OBE for hard-living rockers delighted at status quo


CONFIRMING THAT conformity comes with longevity, Status Quo’s ageing rockers Rick Parfitt and Francis Rossi have joined the establishment – accepting OBEs in today’s new year’s honours list.

Still rockin’ all over the world at 61 and 60 respectively, the men behind one of Britain’s most successful, and hard-living, bands for the past four decades have been recognised for services to music and to charity.

Yesterday, abandoning any rock’n’roll pretensions, they admitted they were absolutely delighted. “Us, of all people!” said Rossi, lead singer. “I’m not sure that we deserve it, but f*** it, I’m so made up it’s ridiculous. You hear about people refusing them because it’s not rock’n’roll, but that’s a dickhead approach. My partner [Parfitt] is even more excited about it – he’s probably blubbing. You start off rebellious, a teenager in a band, but you end up being part of the establishment.”

After more than 40 years, 22 British top 10 singles, 32 album hits and over 118 million record sales worldwide, the band that bequeathed to the nation a distinctive, hernia-inducing, thumbs-in-belt dance, are still lauded as Britain’s hardest working band, playing to 250,000 fans at 27 arenas in 2009 alone. They have also raised millions for charity.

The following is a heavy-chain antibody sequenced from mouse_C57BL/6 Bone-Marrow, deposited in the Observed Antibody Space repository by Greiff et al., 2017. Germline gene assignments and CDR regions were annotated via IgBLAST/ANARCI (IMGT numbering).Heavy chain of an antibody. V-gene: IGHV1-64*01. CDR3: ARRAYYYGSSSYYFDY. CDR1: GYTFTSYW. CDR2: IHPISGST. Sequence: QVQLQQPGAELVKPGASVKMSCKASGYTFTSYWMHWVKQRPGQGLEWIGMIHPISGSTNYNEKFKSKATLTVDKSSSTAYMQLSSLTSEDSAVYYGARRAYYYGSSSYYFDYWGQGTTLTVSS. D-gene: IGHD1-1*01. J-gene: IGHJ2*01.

Given decades of notoriously wild living, Parfitt doubted he could be a suitable candidate for an honour. “I’d kind of given up hoping. Particularly with my wild past – if they’d reviewed some of my old newspaper cuttings . . .” said the lead guitarist and singer, who has survived a quadruple heart bypass and a cancer scare.

Elsewhere in the honours list there was a knighthood for Patrick Stewart (69), the actor famous for his roles in Star Trekwho, most recently, has been on stage with the RSC as Hamlet’s father, Claudius. Nicholas Hytner, the National Theatre’s director, is also knighted for services to drama, including his bringing to life new works by Alan Bennett, such as The History Boys, as well as spawning West End hits such as War Horse.

Scottish rugby international turned Lions coach Ian McGeechan (63) was also knighted, and the 2009 Formula One champion Jenson Button (29) has been awarded an MBE.

Elsewhere in sport, Beth Tweddle, Britain’s most successful gymnast, received an MBE, and former England football captain Jimmy Armfield gained a CBE for his community work.

The co-founders and chefs of the Michelin-starred River Cafe restaurant, in west London, Rose Gray and Ruth Rogers, have received MBEs for their services to the hospitality industry.

– ( Guardianservice)